An Evening with Gojko, an Afternoon with His Cameraman

March 6, 2010

RealityGojko Mitic

This week has been structured by two parallel visits with DEFA personalities involved in the creation of the studio’s genre films, namely:  star Gojko Mitic (pictured at right) and cinematographer Otto Hanisch.

On Tuesday March 2, I attended Mitic’s reading/q&a at the Urania cinema near Nollendorfplatz.  The event was in part blatant advertising for the recent DEFA-Stiftung fan book Gesichter der DEFA, and in part a kind of nostalgic service (in the religious sense) for the fans.  I was easily the youngest person in the theater, for example, whereas most of the people present were likely from the target demographic of Mitic’s Indianerfilme in the 1960s and 70s: GDR children aged 6-16.

The Serbian star narrated his life for the audience, repeating interview material from the newspapers with almost knife-like precision.  The man is a true professional.  Nevertheless, the legend proved moving:  the moderator confessed that he always wanted to become an Indian while he was growing up (whereas Mitic always wanted to be a sea captain) and Mitic claimed that he always stayed in the GDR out of the tremendous love his fans expressed for him.  He continuously returned to the kind of “spiritual socialism” (socialist spiritualism?) expressed in his films, namely utopian thoughts of correcting injustice around the world through culture and combating the greed of capitalism by re-writing history.  But the audience was truly moved.  Mitic’s speeches were greeted by spontaneous applause, approving laughter and enthusiastic questions.  After the lecture was over, the 70-year old actor was mobbed by 40 and 50 year-olds for autographs.  I’ve never seen anything like it.  Mitic was perhaps the GDR’s only real star after all.

On Thursday, screenwriter Stefan Kolditz (Atkins, Burning Life) was so generous as to bring me to the Berlin apt. of Otto Hanisch, his father’s top cameraman.  I had done my homework for the interview, so I knew that Hanisch was a WWII veteran who had survived a sinking submarine and had spent three years in Soviet gulags, before becoming a painter and a cinematographer under the GDR’s genre film directors.  I knew he had apprenticed under UFA legends Bruno Mondi (Jud Süß, Das kalte Herz) and Robert Baberske (M, Der Untertan), and had to improvise a great deal to get the DEFA-Indianerfilm to “work” filmically in comparison with international westerns in the 60s.  Frankly, I had no idea what he would be like.

It turned out to be a wonderful afternoon.  Hanisch and his wife warmly greeted us and invited us to coffee and cake.  “What do you want to talk about?” Hanisch asked me.  I explained my interest in DEFA genre films and broke out the digital recorder.  “Put that away,” he said. “And I’ll show you all my production materials for Spur des Falken and Signale.”  Well, I couldn’t pass that deal up, so for the next 3 hours we pored over photos of stuntmen falling off horses and talked about his difficulties in getting the DEFA Indianerfilm genre off the ground, etc.  Hanisch openly bore great respect for Gottfried Kolditz (okay, his son was present, but still…), always referring to him as “The Doctor,” and they clearly saw themselves as “Fachmänner” of a sort — expertly trained filmmakers who overcame grave difficulties to create some of the most popular genre entertainment in the GDR, despite little recognition for their work from the government.  He complained of the “thin” scripts he received from Dr. Günter Karl, that they then had to convert into compelling stories on a limited budget.  He detailed production difficulties in Georgia and Mongolia, but reminded us constantly that his encounters with film professionals from those countries were always cordial.  “We all spoke the same language: film.” he remarked.  Only interactions with politics and political ramifications in the Cold War seemed in hindsight to be challenges he could’ve done without.  “But then at least we got to make films,” he said.  “Not like today where it’s very difficult to get work outside of specific networks.”  His point is well-taken, especially with what my colleagues at the HFF have said to this effect.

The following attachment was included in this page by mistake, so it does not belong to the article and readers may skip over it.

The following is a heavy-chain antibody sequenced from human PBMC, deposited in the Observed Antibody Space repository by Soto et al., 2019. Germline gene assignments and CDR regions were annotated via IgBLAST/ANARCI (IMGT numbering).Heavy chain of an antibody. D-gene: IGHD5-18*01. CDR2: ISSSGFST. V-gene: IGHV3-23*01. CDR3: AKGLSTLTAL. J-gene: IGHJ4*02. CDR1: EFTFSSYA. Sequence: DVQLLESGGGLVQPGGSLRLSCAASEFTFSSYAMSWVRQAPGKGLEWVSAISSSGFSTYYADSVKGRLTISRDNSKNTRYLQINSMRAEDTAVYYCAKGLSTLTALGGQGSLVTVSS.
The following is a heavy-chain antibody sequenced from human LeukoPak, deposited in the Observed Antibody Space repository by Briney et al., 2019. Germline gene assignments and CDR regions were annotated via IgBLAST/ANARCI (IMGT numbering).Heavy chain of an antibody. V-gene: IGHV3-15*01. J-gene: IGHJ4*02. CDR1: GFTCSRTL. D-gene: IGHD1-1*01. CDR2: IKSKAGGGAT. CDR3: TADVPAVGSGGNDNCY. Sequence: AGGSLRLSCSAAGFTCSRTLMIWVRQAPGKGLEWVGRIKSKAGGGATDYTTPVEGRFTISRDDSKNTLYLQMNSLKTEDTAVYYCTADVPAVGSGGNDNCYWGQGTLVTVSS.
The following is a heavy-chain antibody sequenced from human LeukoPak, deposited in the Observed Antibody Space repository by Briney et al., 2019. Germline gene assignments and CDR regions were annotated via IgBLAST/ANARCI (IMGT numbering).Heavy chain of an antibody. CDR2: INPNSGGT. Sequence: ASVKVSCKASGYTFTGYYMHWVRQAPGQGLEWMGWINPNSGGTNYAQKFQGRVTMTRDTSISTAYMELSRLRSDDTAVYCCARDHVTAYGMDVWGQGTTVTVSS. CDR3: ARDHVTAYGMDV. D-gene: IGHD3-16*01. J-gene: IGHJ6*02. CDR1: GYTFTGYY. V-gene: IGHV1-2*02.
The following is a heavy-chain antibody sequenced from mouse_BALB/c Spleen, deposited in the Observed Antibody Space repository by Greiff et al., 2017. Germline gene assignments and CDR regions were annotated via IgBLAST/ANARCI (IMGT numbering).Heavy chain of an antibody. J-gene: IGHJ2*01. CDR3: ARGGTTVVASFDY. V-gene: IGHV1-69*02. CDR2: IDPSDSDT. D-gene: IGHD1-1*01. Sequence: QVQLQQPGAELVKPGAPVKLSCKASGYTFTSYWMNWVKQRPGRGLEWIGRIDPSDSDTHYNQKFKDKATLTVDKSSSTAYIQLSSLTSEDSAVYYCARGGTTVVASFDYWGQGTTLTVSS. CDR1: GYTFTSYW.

Both Mitic and Hanisch were seen as true experts at what they did, existing in some sphere outside of politics where all that matters is stunts performed and stunts recorded.  Is the “stunt” necessarily an apolitical act?  I’ll have to muse on this.

Fantasy

Chingachgook, the Great Snake (dir. Richard Groschopp, 1967)

The Last of the Mohicans, except with a happy socialist ending.

President (dir. C.T. Dreyer, 1919)

A masterpiece of silent storytelling by Dreyer, following many of his usual motifs, namely  persecution, guilt, and religion.  A local judge seeks to do penitence for not marrying his childhood love because he promised his father he would not wed out of the nobility.  Even though the improvised piano soundtrack was lacking this time around, there is little damage it could do to a gorgeous print of a compelling film.

The Scout (dir. Konrad Petzold, 1983)

Ever wanted to see a movie about Native American cowboys?  Gojko Mitic plays one here: a Nez Perce sent to lead the white men and their horses astray.  Shot in Mongolia, this was the film that nearly killed Gojko in a stampede and only made after its original director Gottfried Kolditz died while location scouting in Yugoslavia.  No wonder this was the last DEFA Indianerfilm.

Come Drink with Me (dir. King Hu, 1966)

One of the early, pre-Bruce Lee kung fu films that left their mark on action-film posterity.  A general’s daughter is sent disguised as a man to rescue her brother from evil bandits, only to be helped by a beggar-kung-fu-master along the way.  The constellation of characters and narrative are simple, but effective.

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